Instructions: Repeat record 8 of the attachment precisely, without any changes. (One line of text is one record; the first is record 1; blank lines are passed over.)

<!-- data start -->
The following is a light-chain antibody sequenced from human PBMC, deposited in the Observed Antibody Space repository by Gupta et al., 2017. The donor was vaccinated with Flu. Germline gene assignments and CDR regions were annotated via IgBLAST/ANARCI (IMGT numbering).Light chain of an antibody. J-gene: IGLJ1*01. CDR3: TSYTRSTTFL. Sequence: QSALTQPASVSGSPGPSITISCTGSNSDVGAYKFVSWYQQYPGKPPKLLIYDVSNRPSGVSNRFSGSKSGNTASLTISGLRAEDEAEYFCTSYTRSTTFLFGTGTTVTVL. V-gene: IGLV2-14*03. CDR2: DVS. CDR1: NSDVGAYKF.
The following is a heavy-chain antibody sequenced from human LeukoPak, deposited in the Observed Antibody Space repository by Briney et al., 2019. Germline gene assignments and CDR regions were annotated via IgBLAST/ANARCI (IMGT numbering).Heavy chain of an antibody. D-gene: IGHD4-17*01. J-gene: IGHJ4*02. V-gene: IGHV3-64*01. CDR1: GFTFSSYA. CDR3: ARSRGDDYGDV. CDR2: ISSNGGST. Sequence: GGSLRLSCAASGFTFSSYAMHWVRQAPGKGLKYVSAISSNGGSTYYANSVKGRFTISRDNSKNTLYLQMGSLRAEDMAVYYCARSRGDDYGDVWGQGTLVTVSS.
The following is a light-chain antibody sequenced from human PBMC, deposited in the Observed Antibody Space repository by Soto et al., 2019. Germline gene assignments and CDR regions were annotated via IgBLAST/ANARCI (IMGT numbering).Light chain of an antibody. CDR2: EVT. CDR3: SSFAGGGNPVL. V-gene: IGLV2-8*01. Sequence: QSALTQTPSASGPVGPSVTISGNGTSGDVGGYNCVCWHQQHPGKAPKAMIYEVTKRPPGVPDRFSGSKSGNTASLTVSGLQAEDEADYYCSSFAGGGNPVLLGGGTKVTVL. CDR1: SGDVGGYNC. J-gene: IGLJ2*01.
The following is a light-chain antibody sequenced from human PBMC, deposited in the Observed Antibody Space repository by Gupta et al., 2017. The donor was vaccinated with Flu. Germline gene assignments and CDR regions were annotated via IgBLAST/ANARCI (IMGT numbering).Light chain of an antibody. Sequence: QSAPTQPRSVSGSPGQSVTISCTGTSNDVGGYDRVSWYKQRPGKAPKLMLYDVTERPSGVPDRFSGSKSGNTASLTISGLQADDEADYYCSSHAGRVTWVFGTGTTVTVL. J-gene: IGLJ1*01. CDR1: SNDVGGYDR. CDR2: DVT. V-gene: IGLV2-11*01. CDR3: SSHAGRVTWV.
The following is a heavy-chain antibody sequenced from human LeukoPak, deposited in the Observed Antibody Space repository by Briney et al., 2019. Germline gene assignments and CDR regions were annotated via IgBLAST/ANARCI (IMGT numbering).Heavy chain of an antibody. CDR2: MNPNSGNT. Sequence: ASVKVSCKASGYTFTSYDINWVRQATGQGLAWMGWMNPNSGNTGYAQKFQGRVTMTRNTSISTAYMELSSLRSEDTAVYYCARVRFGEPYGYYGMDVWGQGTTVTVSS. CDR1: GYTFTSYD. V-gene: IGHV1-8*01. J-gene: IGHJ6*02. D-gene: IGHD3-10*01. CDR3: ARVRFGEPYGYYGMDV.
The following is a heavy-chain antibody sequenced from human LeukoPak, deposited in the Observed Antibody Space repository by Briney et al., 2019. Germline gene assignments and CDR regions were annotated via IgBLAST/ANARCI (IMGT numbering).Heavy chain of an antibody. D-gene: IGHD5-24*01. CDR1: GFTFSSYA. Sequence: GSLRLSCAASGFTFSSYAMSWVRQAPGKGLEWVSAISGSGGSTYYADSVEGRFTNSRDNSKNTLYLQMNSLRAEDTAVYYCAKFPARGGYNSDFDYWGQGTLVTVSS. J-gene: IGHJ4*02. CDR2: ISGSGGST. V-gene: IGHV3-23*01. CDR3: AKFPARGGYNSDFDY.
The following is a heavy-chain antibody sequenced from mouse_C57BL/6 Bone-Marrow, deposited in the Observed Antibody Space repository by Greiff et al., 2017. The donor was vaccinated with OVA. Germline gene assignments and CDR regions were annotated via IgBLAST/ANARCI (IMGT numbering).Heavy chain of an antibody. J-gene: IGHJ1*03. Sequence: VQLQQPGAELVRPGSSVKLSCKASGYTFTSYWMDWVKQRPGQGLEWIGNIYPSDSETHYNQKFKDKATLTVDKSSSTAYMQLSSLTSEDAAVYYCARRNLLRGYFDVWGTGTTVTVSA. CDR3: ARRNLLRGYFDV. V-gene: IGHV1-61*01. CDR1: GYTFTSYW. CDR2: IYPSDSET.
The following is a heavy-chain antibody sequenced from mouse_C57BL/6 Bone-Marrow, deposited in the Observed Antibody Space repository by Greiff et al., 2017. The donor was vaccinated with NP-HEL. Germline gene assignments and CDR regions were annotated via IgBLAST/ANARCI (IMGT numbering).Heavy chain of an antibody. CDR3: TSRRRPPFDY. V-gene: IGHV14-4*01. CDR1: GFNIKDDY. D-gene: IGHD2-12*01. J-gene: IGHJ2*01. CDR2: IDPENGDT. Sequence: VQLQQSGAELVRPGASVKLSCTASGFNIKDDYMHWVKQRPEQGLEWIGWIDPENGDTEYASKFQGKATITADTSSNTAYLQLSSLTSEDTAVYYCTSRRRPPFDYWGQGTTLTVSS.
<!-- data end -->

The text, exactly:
The following is a heavy-chain antibody sequenced from mouse_C57BL/6 Bone-Marrow, deposited in the Observed Antibody Space repository by Greiff et al., 2017. The donor was vaccinated with NP-HEL. Germline gene assignments and CDR regions were annotated via IgBLAST/ANARCI (IMGT numbering).Heavy chain of an antibody. CDR3: TSRRRPPFDY. V-gene: IGHV14-4*01. CDR1: GFNIKDDY. D-gene: IGHD2-12*01. J-gene: IGHJ2*01. CDR2: IDPENGDT. Sequence: VQLQQSGAELVRPGASVKLSCTASGFNIKDDYMHWVKQRPEQGLEWIGWIDPENGDTEYASKFQGKATITADTSSNTAYLQLSSLTSEDTAVYYCTSRRRPPFDYWGQGTTLTVSS.